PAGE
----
Guess what? I was once a Personal Chef. You might be thinking “but, Oonagh – I’m on your LinkedIN profile all the time and I’ve never seen that!” I know. Because I wasn’t very good at it. I did, however, make off with this sweet professional-looking jacket. I wear this whenever I want to make an unholy mess of my kitchen and set off the smoke alarm:
The truth is that I find planning meals, having the right ingredients on hand, and then having 35 kid-free minutes to whip up a meal really challenging. Which is sucks because:
- It’s sort of MY JOB to stay healthy (it’s sort of your job, too. Just sayin’)
- I know that huge part of staying healthy is eating well.
- I believe that eating well is mostly about making your own food (see the intro to the cookbook we created last year, where I talk about the immense value of home cooking)
So you see the dilemma. For me, doing one hundred burpees (like we just did in my 9:45am Bootcamp) is fun on a bun:
…but figuring out how to consume more broccoli, less beer
is a serious pain in my ass.
Enter Chef’s Plate.
Chef’s Plate is not like other meal delivery services where you get the cooked meal and your job is to reheat and serve. With Chef’s Plate, they send you ingredients and a recipe card. A local Toronto start up, Chef’s Plate nailed down executive chef Jason Rosso (formerly of Sassafraz) to design the yummy weekly menu. The clincher? They make an argument that you actually save money with Chef’s Plate because the pre-measured ingredients ensure that you aren’t over-buying – or wasting – food.
Their prices work out to $10.79 a plate and they point out that a consumer would spend 120% more in buying the ingredients from Loblaws. I think they are probably right.
So I put in my order for the two vegetarian options last week, the Traditional Korean Bibimbap and the Golden Cherry Tomato & Feta Rustic Tart. Here’s what happened:
- It was very exciting to get the package and the recipe card and unpack them, imagining myself as a luscious Nigella Lawson type just cranking out these gorgeous meals for my family.
- I actually learned a lot about cooking. The recipe cards are written for novices (or *cough cough* former Personal Chefs) so the instructions are very detailed. I learned a whole new way of cooking rice that I will definitely use again. And it was easier to make pastry from scratch than I thought.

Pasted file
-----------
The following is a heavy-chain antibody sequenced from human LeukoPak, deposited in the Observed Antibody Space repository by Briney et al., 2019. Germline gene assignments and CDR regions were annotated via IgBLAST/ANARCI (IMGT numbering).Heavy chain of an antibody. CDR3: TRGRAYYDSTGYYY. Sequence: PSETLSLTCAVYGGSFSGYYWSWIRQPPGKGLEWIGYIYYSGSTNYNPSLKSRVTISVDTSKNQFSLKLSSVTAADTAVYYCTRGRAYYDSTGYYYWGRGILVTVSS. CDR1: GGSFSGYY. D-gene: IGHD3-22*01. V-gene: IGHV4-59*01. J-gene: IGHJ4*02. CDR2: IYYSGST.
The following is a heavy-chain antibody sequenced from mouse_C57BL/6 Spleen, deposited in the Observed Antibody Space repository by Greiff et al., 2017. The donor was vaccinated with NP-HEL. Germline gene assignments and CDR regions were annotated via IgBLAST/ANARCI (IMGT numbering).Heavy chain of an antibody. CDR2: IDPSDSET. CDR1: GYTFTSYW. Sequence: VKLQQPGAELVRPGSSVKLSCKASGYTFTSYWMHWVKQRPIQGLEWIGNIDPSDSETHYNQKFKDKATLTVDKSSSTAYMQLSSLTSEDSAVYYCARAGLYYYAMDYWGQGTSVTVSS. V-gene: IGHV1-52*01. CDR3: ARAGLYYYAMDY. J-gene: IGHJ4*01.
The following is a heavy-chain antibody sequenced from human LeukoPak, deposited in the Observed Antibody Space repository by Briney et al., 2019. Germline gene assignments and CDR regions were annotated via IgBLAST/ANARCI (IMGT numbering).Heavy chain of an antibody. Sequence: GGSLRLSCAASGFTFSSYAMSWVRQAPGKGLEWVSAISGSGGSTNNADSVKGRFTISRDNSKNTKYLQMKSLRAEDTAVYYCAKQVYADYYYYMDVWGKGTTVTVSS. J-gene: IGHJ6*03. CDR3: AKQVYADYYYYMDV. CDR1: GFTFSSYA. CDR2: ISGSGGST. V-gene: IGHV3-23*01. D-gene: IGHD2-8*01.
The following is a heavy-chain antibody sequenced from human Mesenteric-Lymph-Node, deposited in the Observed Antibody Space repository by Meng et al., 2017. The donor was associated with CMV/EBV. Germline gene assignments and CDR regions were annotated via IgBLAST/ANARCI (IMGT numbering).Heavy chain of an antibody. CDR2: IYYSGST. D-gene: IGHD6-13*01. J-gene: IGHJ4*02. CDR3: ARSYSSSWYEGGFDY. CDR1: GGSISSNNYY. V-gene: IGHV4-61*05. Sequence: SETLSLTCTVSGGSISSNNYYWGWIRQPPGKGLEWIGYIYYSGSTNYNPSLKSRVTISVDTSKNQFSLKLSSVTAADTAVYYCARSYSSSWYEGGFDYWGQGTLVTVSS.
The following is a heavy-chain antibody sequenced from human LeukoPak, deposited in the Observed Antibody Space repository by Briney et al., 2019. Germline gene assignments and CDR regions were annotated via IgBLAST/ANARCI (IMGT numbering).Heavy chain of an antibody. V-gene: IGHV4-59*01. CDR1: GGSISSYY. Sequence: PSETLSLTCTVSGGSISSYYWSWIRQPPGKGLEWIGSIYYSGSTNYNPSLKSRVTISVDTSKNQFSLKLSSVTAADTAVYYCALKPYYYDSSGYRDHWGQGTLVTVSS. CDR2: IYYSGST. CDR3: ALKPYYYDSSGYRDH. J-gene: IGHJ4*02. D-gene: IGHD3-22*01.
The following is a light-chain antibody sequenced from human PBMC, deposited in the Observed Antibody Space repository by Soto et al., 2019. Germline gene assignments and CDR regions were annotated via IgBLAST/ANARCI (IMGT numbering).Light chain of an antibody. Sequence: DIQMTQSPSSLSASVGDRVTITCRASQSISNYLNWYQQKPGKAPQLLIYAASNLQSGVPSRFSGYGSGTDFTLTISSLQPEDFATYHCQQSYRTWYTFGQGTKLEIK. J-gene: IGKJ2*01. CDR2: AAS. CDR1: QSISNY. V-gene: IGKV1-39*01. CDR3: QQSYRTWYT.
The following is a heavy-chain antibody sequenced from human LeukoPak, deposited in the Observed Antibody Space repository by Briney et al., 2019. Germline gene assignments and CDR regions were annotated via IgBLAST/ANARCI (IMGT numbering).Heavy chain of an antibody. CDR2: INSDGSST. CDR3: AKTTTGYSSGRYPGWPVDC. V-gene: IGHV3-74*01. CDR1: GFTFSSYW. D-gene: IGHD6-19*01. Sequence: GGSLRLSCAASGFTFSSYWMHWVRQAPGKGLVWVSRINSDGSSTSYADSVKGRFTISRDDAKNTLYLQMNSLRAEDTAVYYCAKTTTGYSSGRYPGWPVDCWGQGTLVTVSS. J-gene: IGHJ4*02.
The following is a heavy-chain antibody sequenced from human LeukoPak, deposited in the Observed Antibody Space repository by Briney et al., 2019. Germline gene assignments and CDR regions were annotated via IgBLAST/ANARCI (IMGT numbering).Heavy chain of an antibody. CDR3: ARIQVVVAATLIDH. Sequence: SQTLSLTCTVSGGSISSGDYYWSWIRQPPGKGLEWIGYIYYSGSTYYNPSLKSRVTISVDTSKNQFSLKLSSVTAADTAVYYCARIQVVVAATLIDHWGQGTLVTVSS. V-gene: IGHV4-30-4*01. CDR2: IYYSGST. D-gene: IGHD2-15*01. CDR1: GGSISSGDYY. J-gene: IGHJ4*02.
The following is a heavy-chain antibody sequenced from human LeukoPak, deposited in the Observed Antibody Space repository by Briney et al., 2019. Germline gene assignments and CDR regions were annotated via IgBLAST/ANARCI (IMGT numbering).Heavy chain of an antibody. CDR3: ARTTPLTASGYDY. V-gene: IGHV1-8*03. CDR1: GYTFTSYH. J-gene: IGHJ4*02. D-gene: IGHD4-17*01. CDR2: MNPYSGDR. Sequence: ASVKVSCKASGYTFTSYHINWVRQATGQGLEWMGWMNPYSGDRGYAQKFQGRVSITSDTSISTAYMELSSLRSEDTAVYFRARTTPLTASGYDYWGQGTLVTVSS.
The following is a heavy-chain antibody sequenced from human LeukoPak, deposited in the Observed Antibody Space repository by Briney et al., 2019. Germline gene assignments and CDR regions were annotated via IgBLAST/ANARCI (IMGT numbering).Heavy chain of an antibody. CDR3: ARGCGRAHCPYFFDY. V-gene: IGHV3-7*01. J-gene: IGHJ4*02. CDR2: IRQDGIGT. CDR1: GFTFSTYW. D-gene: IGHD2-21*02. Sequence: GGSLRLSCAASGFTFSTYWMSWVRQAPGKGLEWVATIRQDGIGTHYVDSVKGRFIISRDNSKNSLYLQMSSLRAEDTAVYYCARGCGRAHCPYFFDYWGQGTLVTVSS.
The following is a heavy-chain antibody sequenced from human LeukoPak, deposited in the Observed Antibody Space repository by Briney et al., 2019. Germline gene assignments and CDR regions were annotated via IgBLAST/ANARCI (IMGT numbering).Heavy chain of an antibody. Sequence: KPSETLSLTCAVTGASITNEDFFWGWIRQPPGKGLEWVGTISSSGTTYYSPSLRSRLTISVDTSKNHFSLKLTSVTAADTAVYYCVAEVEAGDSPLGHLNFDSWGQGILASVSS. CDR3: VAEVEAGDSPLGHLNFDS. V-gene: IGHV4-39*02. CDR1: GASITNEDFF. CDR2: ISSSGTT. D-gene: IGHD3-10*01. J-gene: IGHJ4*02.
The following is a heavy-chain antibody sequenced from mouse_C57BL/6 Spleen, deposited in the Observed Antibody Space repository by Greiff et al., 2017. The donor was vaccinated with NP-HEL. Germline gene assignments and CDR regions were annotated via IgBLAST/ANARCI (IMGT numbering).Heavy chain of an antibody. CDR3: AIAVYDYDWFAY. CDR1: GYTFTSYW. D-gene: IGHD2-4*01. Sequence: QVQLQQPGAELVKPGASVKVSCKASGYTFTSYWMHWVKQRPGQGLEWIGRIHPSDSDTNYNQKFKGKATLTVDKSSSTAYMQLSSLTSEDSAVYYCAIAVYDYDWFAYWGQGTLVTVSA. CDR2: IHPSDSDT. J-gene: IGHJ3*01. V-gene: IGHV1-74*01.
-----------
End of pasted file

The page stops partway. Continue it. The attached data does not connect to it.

I still totally burned the carmelized onions, though:
- Chef’s Plate expanded my food horizons. Neither of these dishes have ever been on my weekly food rotation and variety is a good thing.
- The food was delicious. For reals. For someone who likes to keep things basic, I was super chuffed with myself when I was finished.
For all these reasons, I totally recommend that you give Chef’s Plate a try. Best of all, you can get two FREE trial meals on me by entering the code below on the Chef’s Plate site:
Really. Do it. It’s a great service, you’ve got nothing to lose and I totally recommend it. One caveat, though:
the two meals that I made were calorie BOMBS,
weighing in at 740 calories per serving for the Bibimbap
and 875 calories per serving for the Tart.
“Please note that our customers (and your readers) are always provided with the caloric information before they order the meals so they can see exactly what meals fit their diet.”
As I mentioned, these were the only vegetarian options for that week. However, it’s worth noting that this week’s menu includes Miso Tofu Skirataki Noodles and Zucchini Fritters with Yogurt Dipping Sauce, which have a much more reasonable calorie count (350 and 380 per serving, respectively). There is also a Chicken Summer Crunch Salad and Baked Trout with Sautéed Leeks for my omnivores. Both have moderate calories and punch hard in the nutrient department. So go get those two free meals and share this post with your friends so they can get theirs. Here is the link again. Then make sure to leave a comment and let me know what you think of Chef’s Plate.